Buttermilk is another great acidic substitute for cream of tartar, especially for baked goods.
You do want to replace some of the liquid already in the recipe with this so be mindful to reduce in another ingredient as you add this in.
Keep in all of the acidic liquid and replace something non-acidic, such as water or plain milk.
Instructions: Thin out your yogurt to the consistency of buttermilk by adding in milk; then for each ¼ teaspoon of cream of tartar, remove ½ cup of liquid and replace it with ½ cup of thinned out yogurt.
Using plain yogurt to replace cream of tartar is very handy but does require an extra step.
You will want to thin it out a bit so that it is the same consistency of buttermilk and it can be used with the same proportions.
Once again, you will want to reduce the amount of a non-acidic liquid as you add in your thinned out yogurt.
5. Corn Syrup
Instructions: Replace ¼ of the sugar in the recipe with corn syrup.
When the addition of cream of tartar is to prevent crystallization, such as syrups and cake frostings, corn syrup will be a good substitute.
If you see that the recipe calls for boiling sugar, this will be a good choice.
Your frostings, syrups, and even caramel will be much smoother with this substitution.
Corn syrup will not be a good choice for baked goods like many cakes or pastries but it does have its place in anything that needs to not be crystallized.
6. Baking Powder
Instructions: Use three parts baking powder ro replace two parts cream of tartar.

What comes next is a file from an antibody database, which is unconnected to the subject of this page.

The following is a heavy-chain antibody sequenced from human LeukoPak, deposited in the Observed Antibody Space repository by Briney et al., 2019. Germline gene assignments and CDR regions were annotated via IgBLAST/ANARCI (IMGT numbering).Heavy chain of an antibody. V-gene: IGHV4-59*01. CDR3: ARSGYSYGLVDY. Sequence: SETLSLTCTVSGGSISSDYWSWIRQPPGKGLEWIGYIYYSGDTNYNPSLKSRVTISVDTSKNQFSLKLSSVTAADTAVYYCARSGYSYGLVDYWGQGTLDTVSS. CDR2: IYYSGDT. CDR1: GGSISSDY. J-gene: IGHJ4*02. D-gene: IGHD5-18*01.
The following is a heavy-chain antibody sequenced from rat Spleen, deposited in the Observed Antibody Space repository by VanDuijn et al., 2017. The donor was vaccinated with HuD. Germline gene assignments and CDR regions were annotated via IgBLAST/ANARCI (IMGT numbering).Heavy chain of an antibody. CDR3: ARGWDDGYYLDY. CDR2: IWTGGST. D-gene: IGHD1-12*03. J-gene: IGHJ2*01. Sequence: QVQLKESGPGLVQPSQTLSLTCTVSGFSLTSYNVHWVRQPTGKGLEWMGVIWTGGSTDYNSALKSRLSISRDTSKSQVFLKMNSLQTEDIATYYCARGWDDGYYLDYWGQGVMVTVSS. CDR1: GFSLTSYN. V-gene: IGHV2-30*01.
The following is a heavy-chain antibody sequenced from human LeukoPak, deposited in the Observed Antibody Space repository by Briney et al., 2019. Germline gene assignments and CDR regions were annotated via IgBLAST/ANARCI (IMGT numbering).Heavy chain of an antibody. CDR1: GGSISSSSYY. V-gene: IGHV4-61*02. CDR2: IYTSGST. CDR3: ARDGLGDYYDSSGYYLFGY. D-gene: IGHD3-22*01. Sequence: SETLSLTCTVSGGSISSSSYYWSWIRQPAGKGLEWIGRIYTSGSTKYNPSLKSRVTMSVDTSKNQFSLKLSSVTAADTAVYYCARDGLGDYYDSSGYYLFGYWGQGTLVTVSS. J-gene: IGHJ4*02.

If you see both cream of tartar and baking soda used in a recipe, it can be swapped out for their resulting ingredient, baking powder.
These two products combined activate together and result in this common ingredient.
This is an especially great substitute for when you are worried about the taste or texture of your baked good changing since this will not impact it very much.
This is also a top choice when you need a leavening agent for your food so that you can get a risen and airy texture.
Since you are replacing two ingredients with one, this may even save a step or an extra purchase when you are at the grocery store.
Keep in mind that a lot of store bought baking powder is already made at a ratio of one part baking soda to two parts cream of tartar (Simply Recipes).
So what is cream of tartar made of exactly?
McCormick states that it “comes from very refined sediment of wine after the second fermentation.”
While it is white and powdery, cream of tartar cannot be substituted for:
- All-purpose flour
- Powdered sugar
Cream of tartar is often confused for other products, and it is NOT:
- Made with dairy of any kind, so it has no “cream” in it
- Used to make tartar sauce, which is a mayonnaise-based sauce
Is cream of tartar gluten-free and vegan?
Since it is made of potassium hydroxide and tartaric acid, it is generally dairy-free and gluten-free if there is care being taken in the process to avoid cross-contamination (Veg Knowledge).
That said, a maker of cream of tartar, McCormick states that while it’s a single-ingredient item, it isn’t labeled as either gluten-free or vegan.
What does cream of tartar taste like?
Cream of tartar has no flavor on its own.
Generally, cream of tartar is not used for its flavor but rather for what it does when added to baked goods.
By itself, it lacks any noticeable taste.
When it is added to other ingredients you will notice an almost metallic flavor, but not to the point of turning you off of the food.